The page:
HRC discovers black people in time for MLK Day

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Except in Atlanta. Which is ironic, given that it's the cradle of the Civil Rights Movement, home to MLK's church and his birthplace. But progress is progress, right?

The national gay rights group, oft criticized for its lack of diversity among its gala dinner attendees or the issues it backs, on Monday started hyping its MLK Day of Service, bragging that it's “perhaps the first and only national LGBT civil rights organization in this important Day of Service.” Perhaps.

For its part, HRC will focus its efforts on Jan. 20 on helping gay youth. Or something like that.

The Human Rights Campaign is proud to partner with organizations in over 15 cities for Martin Luther King, Jr. Day of Service on January 20. Considered as a “day on, not a day off,” hundreds of HRC’s members, supporters, and allies will unite for MLK Day of Service events to bring attention to the issue of LGBT youth homelessness. MLK Day of Service is the only federal holiday designated by Congress as a national day of service, and each year, hundreds of organizations participate.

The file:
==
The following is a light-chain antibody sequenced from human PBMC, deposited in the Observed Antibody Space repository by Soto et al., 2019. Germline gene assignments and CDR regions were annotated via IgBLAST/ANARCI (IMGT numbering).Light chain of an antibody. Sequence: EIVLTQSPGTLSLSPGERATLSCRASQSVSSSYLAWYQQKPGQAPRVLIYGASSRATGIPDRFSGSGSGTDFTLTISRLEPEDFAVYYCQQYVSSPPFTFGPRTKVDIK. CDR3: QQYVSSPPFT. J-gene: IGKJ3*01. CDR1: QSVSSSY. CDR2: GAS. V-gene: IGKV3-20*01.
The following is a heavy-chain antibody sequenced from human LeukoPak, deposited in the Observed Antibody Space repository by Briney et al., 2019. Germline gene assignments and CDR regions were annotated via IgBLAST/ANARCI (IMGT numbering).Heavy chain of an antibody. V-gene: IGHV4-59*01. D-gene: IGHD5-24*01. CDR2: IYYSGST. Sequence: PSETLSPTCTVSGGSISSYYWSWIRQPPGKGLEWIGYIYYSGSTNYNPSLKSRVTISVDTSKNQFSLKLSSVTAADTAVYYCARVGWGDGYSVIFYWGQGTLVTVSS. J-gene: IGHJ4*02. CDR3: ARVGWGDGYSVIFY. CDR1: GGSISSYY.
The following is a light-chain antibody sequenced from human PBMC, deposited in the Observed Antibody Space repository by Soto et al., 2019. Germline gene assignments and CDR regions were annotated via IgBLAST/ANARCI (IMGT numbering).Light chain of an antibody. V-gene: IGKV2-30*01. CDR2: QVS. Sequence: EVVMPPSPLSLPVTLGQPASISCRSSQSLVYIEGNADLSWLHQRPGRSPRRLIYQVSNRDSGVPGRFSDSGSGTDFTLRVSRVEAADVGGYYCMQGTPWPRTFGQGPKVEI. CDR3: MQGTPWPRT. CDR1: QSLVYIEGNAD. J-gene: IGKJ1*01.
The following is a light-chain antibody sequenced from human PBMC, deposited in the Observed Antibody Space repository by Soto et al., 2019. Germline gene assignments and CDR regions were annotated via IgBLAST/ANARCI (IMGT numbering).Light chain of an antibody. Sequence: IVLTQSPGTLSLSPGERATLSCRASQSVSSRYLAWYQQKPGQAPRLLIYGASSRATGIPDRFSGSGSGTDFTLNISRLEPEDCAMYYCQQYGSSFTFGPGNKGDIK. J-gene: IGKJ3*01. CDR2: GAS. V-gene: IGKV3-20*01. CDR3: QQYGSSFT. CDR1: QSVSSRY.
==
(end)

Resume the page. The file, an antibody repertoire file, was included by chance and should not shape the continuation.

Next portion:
Except that of the events HRC lists, not a one takes place in Atlanta. Despite a May fundraising dinner that attracts more than 1,000 people. Despite homeless gay youth squatting in buildings. Despite this guy still having anything to do with gay youth. Maybe they should call this guy, who helped create Lost N Found's massive new Thrift & Consignment store to support the non-profit's efforts to help LGBT youth. Or these folks, who host an LGBT brunch every year to call attention to the MLK holiday.

But hey, please tell us more HRC. Because in Atlanta, we've never heard of this King fella.

Dr. King too saw a society of “two Americas” in which, because of their race, people were denied equal employment opportunities, quality education, and access to livable & affordable housing. This is still a reality today for many people because of their race, sexual orientation, gender identity, or other facets of their identity. The intersections of our issues are still very much alive and relevant, and that is why, on this Day of Service, we echo Dr. King’s call to unite and achieve his vision of “beloved community” in which each person can achieve their full potential in one America.

UPDATE | About 90 minutes after we publisehd this post, HRC Atlanta tweeted details of a local event. The group will support the LGBT brunch, mentioned above and march in the MLK parade.


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